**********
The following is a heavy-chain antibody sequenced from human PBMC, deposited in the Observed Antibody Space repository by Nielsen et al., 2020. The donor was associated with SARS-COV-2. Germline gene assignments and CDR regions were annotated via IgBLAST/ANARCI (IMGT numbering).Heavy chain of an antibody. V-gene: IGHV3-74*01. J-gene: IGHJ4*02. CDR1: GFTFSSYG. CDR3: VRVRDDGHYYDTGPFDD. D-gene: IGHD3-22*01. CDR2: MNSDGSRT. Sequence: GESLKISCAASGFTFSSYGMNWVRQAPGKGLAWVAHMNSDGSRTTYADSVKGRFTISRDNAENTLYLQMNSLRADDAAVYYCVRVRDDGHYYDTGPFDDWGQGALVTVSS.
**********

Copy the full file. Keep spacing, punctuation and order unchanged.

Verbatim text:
The following is a heavy-chain antibody sequenced from human PBMC, deposited in the Observed Antibody Space repository by Nielsen et al., 2020. The donor was associated with SARS-COV-2. Germline gene assignments and CDR regions were annotated via IgBLAST/ANARCI (IMGT numbering).Heavy chain of an antibody. V-gene: IGHV3-74*01. J-gene: IGHJ4*02. CDR1: GFTFSSYG. CDR3: VRVRDDGHYYDTGPFDD. D-gene: IGHD3-22*01. CDR2: MNSDGSRT. Sequence: GESLKISCAASGFTFSSYGMNWVRQAPGKGLAWVAHMNSDGSRTTYADSVKGRFTISRDNAENTLYLQMNSLRADDAAVYYCVRVRDDGHYYDTGPFDDWGQGALVTVSS.